The sun was brighter when it was Toyota The Supra was getting a manual transmission. The lack of a gearshift has disqualified Toyota’s sports car, the Halo, for many enthusiasts, and although it still great machineI always felt like something was missing. That changed Thursday, as Toyota finally confirmed that the manual Supra is real — for some buyers.
Update April 29, 2022 4:20 PM ET: This story has been updated with new information about the origin of the Supra Guide.
First, the good news. Toyota says it went to great lengths to design this transmission and make it play well with BMW’s inline-six 3.0-liter turbocharged. BMW does not provide this engine with a manual, so Toyota had to do a lot of work to get the Supra manual. Here’s what some of that followed, From a Toyota press release:
The engineering team modified the existing transmission housing, driveshaft, and gear train and removed unwanted elements, such as the audio beam, which reduced weight. At the heart of the transmission is a newly designed large-diameter clutch with a reinforced diaphragm spring. With a larger friction area and stronger spring, this new component has high-performance power suitable for use with the high-torque GR Supra engine.
The newly developed six-speed manual gearbox also features a new software programmed Intelligent Manual Transmission (iMT) that prioritizes sporty performance. When the gear is raised, the parameters are adjusted to optimize the engine torque at the moment the clutch is engaged and released; In lower gears, the software is tuned for consistent performance. iMT is set as default, but if the driver prefers it, it can be turned off in Sport mode.
To avoid slow take-off and the feeling of low acceleration, the final drive ratio has been shortened from 3.15 (in the automatic GR Supra) to 3.46 (in the GR Supra MT). The result is responsiveness and gears just right for sports car performance.
After the Toyota announcement, CD player It reported separately on Friday that the six-speed is very similar to the Supra itself, out of BMW. It’s a ZF unit “tuned by Toyota”, insofar as the Japanese automaker replaced some parts with others – such as the aforementioned large-diameter clutch, reinforced spring and gear shift knob design:
“The parts used in the gearbox come from a combination manual transmission made with ZF, but the combination of the parts is exclusive to the GR Supra,” a Toyota spokesperson said. CD player. Toyota has partnered with ZF and BMW on the design/layout of the gearshift/pedal lever, final gear ratio decision, and iMT tuning. [rev-matching and upshift smoothing] Function, transform feeling. “
The Supra’s gearbox even gets its own unique transmission code in the BMW parts catalog: GS6L50TZ. For what it’s worth, the guide code on the outside and less powerful BMW Z4 sDrive20i is the GS6L40LZ, according to this SupraMKV forum. According to BMW’s transmission designation rules, the difference between the “L50T” and the L40L indicates a deviation in the “type” of the transmission and gear set. The “GS6” and “Z” code bits denote the six-speed manual and ZF as the manufacturer, respectively, and for further reference, the manual on the current M3 and M4 is designated the GS6-45BZ.
Speaking of the shift knob, Toyota says ergonomics were a consideration too. Making space for a manual in a car that wasn’t originally offered with one can be a bit of a bear. Again, from the manufacturer’s release:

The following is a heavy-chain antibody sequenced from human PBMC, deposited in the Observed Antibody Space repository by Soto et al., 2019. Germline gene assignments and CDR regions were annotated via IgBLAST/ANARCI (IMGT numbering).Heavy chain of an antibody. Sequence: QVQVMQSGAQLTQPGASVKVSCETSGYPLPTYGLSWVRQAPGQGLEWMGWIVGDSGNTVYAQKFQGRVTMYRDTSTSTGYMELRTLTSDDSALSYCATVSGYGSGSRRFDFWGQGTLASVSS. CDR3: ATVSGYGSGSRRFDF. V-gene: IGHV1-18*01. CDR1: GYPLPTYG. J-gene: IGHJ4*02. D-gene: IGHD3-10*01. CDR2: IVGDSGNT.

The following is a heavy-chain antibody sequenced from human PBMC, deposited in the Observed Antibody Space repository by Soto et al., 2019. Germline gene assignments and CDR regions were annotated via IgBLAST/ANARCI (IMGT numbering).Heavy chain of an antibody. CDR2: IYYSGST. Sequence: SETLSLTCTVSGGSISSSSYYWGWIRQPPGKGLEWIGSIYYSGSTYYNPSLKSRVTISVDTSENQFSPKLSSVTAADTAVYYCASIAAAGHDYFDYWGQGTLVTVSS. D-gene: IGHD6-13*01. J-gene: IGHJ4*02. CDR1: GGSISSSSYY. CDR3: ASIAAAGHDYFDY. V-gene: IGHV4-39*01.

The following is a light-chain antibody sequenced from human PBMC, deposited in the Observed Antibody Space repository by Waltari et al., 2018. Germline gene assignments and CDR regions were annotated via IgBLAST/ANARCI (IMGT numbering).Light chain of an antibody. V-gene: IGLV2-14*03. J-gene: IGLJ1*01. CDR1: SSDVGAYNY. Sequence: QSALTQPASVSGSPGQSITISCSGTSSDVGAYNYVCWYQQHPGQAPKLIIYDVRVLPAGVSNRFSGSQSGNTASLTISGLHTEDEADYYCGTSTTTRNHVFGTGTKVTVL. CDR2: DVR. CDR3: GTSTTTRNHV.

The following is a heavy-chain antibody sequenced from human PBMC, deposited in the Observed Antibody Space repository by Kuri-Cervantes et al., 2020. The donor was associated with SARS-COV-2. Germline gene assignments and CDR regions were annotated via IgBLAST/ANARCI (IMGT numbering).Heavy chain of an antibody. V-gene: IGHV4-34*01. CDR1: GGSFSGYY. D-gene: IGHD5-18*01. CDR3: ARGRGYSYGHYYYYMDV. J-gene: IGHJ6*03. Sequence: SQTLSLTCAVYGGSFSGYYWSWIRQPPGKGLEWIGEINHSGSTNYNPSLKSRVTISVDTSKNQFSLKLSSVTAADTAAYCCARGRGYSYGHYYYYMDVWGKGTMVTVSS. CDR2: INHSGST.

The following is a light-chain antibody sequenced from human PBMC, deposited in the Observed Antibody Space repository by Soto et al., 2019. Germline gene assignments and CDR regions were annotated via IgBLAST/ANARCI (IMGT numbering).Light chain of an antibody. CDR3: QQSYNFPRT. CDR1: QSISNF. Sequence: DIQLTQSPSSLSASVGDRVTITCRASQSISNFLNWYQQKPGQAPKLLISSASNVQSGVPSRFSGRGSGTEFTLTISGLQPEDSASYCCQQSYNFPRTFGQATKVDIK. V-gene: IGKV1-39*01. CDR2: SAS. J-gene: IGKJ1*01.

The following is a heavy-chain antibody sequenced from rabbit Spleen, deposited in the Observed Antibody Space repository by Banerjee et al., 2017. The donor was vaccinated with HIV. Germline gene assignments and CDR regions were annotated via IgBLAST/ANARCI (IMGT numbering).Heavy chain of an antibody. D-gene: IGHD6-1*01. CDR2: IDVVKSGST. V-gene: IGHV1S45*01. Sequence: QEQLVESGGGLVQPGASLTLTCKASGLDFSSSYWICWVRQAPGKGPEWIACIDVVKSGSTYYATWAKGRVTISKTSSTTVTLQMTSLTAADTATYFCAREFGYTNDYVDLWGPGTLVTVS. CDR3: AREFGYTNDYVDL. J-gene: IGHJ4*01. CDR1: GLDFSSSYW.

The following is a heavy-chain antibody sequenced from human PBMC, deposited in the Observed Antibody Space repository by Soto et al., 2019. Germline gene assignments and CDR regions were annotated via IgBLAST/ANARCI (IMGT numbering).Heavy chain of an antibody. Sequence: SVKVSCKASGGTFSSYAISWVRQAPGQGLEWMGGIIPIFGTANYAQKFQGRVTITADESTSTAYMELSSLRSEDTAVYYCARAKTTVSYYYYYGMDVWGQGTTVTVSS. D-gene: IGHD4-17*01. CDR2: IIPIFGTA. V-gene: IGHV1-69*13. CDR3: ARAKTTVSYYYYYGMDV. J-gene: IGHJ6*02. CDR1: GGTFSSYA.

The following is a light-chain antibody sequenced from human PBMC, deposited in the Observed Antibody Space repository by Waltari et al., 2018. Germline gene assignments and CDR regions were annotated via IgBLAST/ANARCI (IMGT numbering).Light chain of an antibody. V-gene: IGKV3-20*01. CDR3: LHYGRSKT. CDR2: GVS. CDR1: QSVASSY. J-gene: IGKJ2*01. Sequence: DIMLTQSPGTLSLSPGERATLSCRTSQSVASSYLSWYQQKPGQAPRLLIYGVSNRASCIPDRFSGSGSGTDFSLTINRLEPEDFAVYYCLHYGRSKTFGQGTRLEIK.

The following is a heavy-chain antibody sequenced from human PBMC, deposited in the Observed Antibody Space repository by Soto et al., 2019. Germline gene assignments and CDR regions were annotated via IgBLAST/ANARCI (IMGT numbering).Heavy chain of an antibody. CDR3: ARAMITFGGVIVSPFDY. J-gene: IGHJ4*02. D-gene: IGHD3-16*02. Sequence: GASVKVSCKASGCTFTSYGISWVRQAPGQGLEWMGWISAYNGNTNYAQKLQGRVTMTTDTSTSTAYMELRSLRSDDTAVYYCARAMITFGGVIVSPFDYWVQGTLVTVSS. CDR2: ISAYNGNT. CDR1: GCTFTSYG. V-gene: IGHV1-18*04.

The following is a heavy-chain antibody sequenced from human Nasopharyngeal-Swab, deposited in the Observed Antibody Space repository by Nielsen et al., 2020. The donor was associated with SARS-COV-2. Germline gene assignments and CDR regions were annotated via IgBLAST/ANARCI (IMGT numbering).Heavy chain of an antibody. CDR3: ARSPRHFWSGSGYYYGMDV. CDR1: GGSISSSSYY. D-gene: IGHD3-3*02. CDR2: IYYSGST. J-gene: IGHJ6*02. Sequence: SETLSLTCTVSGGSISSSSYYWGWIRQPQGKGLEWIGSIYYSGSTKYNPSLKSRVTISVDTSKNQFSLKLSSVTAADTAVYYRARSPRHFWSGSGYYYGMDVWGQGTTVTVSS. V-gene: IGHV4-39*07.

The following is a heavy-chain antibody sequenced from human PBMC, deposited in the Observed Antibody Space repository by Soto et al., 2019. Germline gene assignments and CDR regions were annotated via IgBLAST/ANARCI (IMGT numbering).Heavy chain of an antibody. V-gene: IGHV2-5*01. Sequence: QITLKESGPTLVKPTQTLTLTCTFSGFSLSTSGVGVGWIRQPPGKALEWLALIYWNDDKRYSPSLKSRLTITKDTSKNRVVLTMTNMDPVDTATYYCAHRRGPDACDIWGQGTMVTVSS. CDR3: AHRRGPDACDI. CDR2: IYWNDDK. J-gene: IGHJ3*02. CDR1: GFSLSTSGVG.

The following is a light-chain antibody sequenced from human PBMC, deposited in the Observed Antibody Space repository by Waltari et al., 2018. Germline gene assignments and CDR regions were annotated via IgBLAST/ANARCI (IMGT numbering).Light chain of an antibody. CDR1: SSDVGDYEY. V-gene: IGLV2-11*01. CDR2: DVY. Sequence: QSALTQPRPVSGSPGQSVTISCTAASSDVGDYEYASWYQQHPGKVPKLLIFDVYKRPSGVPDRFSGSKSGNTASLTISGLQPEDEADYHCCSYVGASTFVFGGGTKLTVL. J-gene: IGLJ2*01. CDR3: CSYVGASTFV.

Close attention was also paid to how a manual shifter could be accommodated in the driver’s cockpit. The lever ratio was specifically set to minimize the effort required to make shifts and engage reverse gear. While the weight and shape of the 200g gear knob, along with the quality of shift engagement, have all been precisely defined. Ergonomics were also top-of-mind, as the console unit and position of the drive mode selector were adjusted to provide a 1.7-inch clearance between the shift knob and the control panel.
Toyota didn’t announce pricing for the manual Supra. That news will come this fall, shortly before 2023 models hit showrooms.
Here’s the catch: this six-speed will not be offered on the 2.0-liter four-cylinder Supra in any capacity. Honestly, I don’t know if a manual could have saved that car; I don’t know if anything could salvage the lesser Supra when the GR 86 and now The long-awaited Corolla GR Also present in the Toyota lineup. My colleague Steve thinks no one would bother buying a 2.0 Supra with evidence against these options, and he’s probably right.
For me, the 3.0 proof makes the 2.0 Supra a worse proposition than it already was, a car He lives in the shadow of his older brother. It probably only exists as a base for mods, but how many 2.0 owners do 2JZ swaps anyway? I’m all for a cheap entryway to performance—especially for those skilled enough to make up the difference with compression—but the 2.0 is only about $8,000 less than the 3.0, which is Toyota’s flagship. It should be a sports car of all kinds.
Toyota will also offer a limited edition Supra with the manual fitted, called the A91-MT. Only 500 of them will be built, with the required gearbox and inside exclusive North American cognac. No matter which model of the Supra you order, if you select your model with the stick shifter, you’ll get a red badge on the back, so everyone knows you’ve bought the best Supra—and maybe twist the knife a bit when someone pulls in an automatic-only previous Supra.
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